“Coach tole us ta hang tight an’ not make mistakes. Ta make sure we got good shots cuz we wasn’t gonna git many of ‘em.


“We won the jump ball at the half- yeah, they did that then, but missed our shot an’ the RB went long an’ they got it.


“They then commenced ta hang onta the ball. After a good four minutes without them even lookin’ at the basket we knowed we hadta do somethin’. I went out an’ fouled the Point. It was a hard foul but a clean one. Least I thought so. The ref didn’t see it that way an’ he called a technical on me- this was afore the flagrint foul rule. I was amazed. That was the on’y time that ever happened ta me an’ it wadn’t right. Coach went a little crazy an’ they called a technical on him! He kep’ it up ‘til mebbe a half second afore they was gonna call another ‘un an’ then whirled roun’ an set on the bench. Wouldn’t even look at the stupid refs. Southwestern’s Point made all four shots, an’ then they got the ball back.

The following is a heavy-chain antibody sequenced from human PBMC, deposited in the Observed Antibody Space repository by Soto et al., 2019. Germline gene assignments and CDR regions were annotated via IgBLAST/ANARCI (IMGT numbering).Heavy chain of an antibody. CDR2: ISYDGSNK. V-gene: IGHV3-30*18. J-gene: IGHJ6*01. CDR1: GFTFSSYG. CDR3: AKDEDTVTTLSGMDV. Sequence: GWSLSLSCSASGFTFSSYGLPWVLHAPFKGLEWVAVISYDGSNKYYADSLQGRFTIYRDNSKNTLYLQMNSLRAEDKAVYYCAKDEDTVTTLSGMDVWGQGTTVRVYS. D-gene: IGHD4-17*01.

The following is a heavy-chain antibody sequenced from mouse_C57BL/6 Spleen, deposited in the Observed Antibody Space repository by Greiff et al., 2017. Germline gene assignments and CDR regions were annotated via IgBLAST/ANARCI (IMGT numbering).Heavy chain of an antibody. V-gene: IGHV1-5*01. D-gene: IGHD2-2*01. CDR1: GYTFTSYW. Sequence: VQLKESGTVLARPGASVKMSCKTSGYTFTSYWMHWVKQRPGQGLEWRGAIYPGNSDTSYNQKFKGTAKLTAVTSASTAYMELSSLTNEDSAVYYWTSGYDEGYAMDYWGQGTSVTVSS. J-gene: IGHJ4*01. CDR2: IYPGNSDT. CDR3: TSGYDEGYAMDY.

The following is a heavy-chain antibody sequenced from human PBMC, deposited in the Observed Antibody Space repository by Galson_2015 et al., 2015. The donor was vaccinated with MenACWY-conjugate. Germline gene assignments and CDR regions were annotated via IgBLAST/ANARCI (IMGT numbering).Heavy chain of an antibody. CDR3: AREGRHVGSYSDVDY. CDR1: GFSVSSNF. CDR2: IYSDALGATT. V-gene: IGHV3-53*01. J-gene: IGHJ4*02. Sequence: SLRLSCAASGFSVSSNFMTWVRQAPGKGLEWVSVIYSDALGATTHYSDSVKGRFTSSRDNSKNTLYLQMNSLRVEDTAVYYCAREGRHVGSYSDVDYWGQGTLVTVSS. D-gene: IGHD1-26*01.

“We was in big trouble an’ we knew it. A five point lead in a game like this was like 15 in a reg’ler game. Coach couldn’t call a time out to instruct us cuz we couldn’t git the ball. Fin’ley he commenced ta yell out, “Take some chances! We gotta git the ball! Take some CHANCES!”


“We did. Before ya know it we was down 9, and they was about 6 minutes lef’. Then Coach DID call a time out. We’d knocked it outta boun’s an’ thet give him his chancet. He tole us it was now er never. We had ta gamble. Jesse said he thought he could read when their Point was gonna pass lef’. The guy did some little head move. Coach said that Jesse needed ta go with the feeling and break to where he thought the pass was goin’. The guy I was playin’ was usually the target fer that partic’ler pass so Coach tole me ta step in when Jesse broke ta the side.